"I really hope not. I believe that they won't," he said. "We have faith in the referees. They are people that are under a lot of pressure. They are human beings like everyone else. You have to try your best but sometimes mistakes can happen."
If the Chelsea job is occasionally testing, though, Di Matteo is clear on something else: he wouldn't want to feel the pressure referees do, saying: "It's a difficult job. At some point you have to admire people who actually go into that. You do get a lot of abuse and dealing with that is not easy as a person."
From that concession, Di Matteo is asked whether the anger - which he himself displayed on Wednesday night against United in the Capitol One Cup - is justified. Replying: "I think I made my feelings very clear after the game [on Sunday] and after the game on Wednesday. It was very clear. The evidence with the TV was very clear that certain decisions were wrong."
But if Di Matteo feels that all the controversy won't affect referees, will it affect Chelsea? Does the club's capacity to deal with - and, to be fair, defy - so much flak have a finite point?
"Again, I really hope not," Di Matteo says. "We have been dealing with outside situations, external situations for quite a period of time and we've been able to focus on our football and we'll have to carry on like that."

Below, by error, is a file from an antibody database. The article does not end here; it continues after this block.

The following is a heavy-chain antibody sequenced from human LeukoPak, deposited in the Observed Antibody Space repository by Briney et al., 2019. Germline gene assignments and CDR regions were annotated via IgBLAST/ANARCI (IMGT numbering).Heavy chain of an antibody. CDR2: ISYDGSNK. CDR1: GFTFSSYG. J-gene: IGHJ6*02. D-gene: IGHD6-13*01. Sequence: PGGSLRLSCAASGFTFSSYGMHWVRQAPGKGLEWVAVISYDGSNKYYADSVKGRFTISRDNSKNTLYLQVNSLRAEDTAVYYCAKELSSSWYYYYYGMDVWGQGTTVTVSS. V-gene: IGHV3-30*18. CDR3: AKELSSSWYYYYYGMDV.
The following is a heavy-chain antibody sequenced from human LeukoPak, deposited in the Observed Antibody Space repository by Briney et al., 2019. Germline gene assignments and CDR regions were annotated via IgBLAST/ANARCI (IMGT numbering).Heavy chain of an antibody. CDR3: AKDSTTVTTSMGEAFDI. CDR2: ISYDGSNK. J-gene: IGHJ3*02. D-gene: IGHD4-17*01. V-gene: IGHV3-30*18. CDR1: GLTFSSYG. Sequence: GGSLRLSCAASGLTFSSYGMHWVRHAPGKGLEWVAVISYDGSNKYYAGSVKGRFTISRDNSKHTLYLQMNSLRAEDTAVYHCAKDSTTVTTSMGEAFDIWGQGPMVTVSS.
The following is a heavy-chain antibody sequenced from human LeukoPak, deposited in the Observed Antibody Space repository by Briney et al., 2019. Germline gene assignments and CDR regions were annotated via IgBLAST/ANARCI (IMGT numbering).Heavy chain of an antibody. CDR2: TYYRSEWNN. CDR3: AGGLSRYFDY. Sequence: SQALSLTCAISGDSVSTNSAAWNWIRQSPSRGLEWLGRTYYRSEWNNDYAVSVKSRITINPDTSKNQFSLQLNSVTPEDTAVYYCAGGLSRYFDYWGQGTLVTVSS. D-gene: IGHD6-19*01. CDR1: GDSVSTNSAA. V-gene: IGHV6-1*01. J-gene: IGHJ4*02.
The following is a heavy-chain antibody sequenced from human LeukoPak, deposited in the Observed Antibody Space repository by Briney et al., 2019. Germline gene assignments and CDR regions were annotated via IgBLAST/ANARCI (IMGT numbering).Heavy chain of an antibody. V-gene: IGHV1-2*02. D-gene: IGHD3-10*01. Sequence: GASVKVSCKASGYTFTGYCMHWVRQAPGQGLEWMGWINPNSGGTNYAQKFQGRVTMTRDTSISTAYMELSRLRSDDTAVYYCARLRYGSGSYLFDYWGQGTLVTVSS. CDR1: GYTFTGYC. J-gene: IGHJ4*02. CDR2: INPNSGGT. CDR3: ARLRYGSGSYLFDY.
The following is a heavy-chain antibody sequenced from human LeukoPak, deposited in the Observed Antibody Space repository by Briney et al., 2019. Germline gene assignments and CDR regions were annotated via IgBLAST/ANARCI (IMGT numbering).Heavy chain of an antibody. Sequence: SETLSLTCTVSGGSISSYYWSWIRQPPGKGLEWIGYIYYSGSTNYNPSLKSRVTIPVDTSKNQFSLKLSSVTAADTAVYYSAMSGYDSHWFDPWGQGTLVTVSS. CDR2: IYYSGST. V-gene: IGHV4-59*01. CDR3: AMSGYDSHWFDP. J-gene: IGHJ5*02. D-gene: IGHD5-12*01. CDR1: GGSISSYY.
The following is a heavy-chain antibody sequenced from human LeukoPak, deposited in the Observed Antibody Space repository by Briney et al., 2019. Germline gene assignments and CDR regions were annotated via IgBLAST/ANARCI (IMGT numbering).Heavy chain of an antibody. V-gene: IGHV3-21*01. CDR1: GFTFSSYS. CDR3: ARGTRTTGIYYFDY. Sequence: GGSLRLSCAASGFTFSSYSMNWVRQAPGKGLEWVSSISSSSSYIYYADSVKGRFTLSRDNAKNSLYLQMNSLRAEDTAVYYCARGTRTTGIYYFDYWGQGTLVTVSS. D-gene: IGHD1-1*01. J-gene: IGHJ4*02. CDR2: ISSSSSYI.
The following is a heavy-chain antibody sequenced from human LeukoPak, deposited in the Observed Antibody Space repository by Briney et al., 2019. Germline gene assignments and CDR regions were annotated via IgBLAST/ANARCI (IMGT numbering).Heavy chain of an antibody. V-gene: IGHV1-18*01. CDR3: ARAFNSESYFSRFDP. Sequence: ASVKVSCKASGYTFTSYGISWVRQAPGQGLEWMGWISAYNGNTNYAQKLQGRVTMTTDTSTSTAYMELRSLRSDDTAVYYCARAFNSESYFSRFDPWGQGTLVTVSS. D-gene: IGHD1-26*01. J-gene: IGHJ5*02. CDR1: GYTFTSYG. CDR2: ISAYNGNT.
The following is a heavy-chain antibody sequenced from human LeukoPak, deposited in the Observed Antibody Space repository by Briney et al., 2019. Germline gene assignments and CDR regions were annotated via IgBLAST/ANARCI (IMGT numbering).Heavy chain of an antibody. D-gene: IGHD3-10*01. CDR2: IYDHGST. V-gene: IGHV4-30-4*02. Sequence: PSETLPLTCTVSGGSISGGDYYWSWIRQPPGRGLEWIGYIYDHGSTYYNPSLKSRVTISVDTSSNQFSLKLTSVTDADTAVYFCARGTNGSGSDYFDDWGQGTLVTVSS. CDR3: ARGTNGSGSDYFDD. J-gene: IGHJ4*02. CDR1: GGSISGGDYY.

With so many questions being asked about the endless controversies, one other big one has been largely overlooked: how will Chelsea respond to their first league defeat? To a degree, the answer came in the League Cup game. Given the talent Di Matteo put out and the seriousness with which they took the match, it was clearly vital to Chelsea not to lose three games in a row overall.
"It was a great win for us and the spirit of the group. Winning is always a good factor for the team and for the group," he claims. "We are okay. The team is playing well. Despite one defeat we had in the league, we showed how strong we are, that we can compete with any other team."
Sharpening all of this, of course, is that, on Saturday, Chelsea take on a Swansea team that everyone seems to like - as well as one that appear to have recovered from a bad run of defeats themselves.
"I think they still have the same philosophy [as when Brendan Rodgers was there], keeping a lot of possession," Di Matteo reveals. "I think they're a little bit more clinical now compared to the last few seasons, where they had a lot of possession but didn't create chances. They go forward a little quicker, score a few more goals than they did in the past. That has changed in the Swansea team."
Which raises another point that ties all this up. Di Matteo agrees with the idea that Chelsea haven't got enough praise for changes they've made, for winning the European Cup, for playing more cavalier football.
"You [the media] play a big part in that, guys," he concludes. "We're going to continue on our road. We respect other people's views and comments, but believe in what we do. We believe we behave correctly and will try to continue like that. We have an objective in front of us and are going to continue to work for that. If other people have different objectives or opinions it won't influence us."